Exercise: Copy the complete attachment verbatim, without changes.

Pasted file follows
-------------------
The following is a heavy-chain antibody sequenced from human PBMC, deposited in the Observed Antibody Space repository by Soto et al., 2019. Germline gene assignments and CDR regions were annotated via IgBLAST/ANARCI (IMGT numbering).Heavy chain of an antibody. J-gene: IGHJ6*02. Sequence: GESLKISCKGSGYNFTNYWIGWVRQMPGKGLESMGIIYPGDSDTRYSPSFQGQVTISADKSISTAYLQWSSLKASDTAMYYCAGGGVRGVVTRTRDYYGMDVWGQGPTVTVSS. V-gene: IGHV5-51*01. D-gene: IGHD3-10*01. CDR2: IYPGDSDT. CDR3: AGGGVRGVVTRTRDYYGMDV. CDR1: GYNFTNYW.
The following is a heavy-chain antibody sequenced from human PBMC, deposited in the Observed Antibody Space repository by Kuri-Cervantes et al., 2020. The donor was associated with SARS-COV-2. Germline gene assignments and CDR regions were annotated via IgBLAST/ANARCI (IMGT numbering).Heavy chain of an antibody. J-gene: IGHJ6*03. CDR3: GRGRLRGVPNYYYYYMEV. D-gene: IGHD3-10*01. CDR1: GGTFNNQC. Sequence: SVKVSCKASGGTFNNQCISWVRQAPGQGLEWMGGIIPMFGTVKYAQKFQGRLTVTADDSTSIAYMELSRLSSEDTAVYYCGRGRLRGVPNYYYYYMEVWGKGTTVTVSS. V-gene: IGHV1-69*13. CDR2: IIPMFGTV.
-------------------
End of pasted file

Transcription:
The following is a heavy-chain antibody sequenced from human PBMC, deposited in the Observed Antibody Space repository by Soto et al., 2019. Germline gene assignments and CDR regions were annotated via IgBLAST/ANARCI (IMGT numbering).Heavy chain of an antibody. J-gene: IGHJ6*02. Sequence: GESLKISCKGSGYNFTNYWIGWVRQMPGKGLESMGIIYPGDSDTRYSPSFQGQVTISADKSISTAYLQWSSLKASDTAMYYCAGGGVRGVVTRTRDYYGMDVWGQGPTVTVSS. V-gene: IGHV5-51*01. D-gene: IGHD3-10*01. CDR2: IYPGDSDT. CDR3: AGGGVRGVVTRTRDYYGMDV. CDR1: GYNFTNYW.
The following is a heavy-chain antibody sequenced from human PBMC, deposited in the Observed Antibody Space repository by Kuri-Cervantes et al., 2020. The donor was associated with SARS-COV-2. Germline gene assignments and CDR regions were annotated via IgBLAST/ANARCI (IMGT numbering).Heavy chain of an antibody. J-gene: IGHJ6*03. CDR3: GRGRLRGVPNYYYYYMEV. D-gene: IGHD3-10*01. CDR1: GGTFNNQC. Sequence: SVKVSCKASGGTFNNQCISWVRQAPGQGLEWMGGIIPMFGTVKYAQKFQGRLTVTADDSTSIAYMELSRLSSEDTAVYYCGRGRLRGVPNYYYYYMEVWGKGTTVTVSS. V-gene: IGHV1-69*13. CDR2: IIPMFGTV.